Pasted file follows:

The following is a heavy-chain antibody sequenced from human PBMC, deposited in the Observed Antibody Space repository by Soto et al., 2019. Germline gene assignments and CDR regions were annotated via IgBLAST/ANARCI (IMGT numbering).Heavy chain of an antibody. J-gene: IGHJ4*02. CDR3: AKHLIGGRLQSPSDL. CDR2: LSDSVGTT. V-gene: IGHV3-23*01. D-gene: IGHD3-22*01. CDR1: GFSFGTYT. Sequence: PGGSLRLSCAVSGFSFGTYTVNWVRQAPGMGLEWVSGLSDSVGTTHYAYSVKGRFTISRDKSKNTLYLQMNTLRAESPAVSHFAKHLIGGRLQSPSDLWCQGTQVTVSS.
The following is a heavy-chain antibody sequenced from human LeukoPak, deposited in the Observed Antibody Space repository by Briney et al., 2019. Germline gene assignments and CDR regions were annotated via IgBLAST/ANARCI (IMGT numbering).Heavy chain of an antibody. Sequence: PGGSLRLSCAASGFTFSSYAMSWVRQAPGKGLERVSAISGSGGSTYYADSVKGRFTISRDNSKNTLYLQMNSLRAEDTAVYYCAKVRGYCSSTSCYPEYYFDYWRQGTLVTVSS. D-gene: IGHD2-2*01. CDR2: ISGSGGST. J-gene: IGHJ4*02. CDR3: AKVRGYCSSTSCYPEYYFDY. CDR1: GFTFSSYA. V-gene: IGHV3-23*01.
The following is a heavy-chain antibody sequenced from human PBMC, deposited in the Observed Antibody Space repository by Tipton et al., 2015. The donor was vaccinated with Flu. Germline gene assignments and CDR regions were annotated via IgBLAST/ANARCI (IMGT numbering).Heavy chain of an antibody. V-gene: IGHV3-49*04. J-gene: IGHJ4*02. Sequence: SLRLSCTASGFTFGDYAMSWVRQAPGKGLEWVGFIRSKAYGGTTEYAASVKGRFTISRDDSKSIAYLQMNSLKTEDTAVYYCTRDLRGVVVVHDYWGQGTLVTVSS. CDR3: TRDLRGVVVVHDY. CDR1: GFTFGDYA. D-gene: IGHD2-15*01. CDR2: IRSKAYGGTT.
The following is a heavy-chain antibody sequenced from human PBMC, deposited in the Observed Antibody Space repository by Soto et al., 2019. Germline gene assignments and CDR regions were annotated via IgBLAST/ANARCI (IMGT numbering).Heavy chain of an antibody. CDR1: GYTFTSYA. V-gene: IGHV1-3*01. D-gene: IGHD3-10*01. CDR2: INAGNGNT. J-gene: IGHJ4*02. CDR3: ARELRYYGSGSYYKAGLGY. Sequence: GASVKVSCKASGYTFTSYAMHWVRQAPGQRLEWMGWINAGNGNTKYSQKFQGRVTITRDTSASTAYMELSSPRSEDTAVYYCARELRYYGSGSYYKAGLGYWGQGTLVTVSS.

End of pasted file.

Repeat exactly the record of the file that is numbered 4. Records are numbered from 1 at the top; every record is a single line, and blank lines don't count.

The following is a heavy-chain antibody sequenced from human PBMC, deposited in the Observed Antibody Space repository by Soto et al., 2019. Germline gene assignments and CDR regions were annotated via IgBLAST/ANARCI (IMGT numbering).Heavy chain of an antibody. CDR1: GYTFTSYA. V-gene: IGHV1-3*01. D-gene: IGHD3-10*01. CDR2: INAGNGNT. J-gene: IGHJ4*02. CDR3: ARELRYYGSGSYYKAGLGY. Sequence: GASVKVSCKASGYTFTSYAMHWVRQAPGQRLEWMGWINAGNGNTKYSQKFQGRVTITRDTSASTAYMELSSPRSEDTAVYYCARELRYYGSGSYYKAGLGYWGQGTLVTVSS.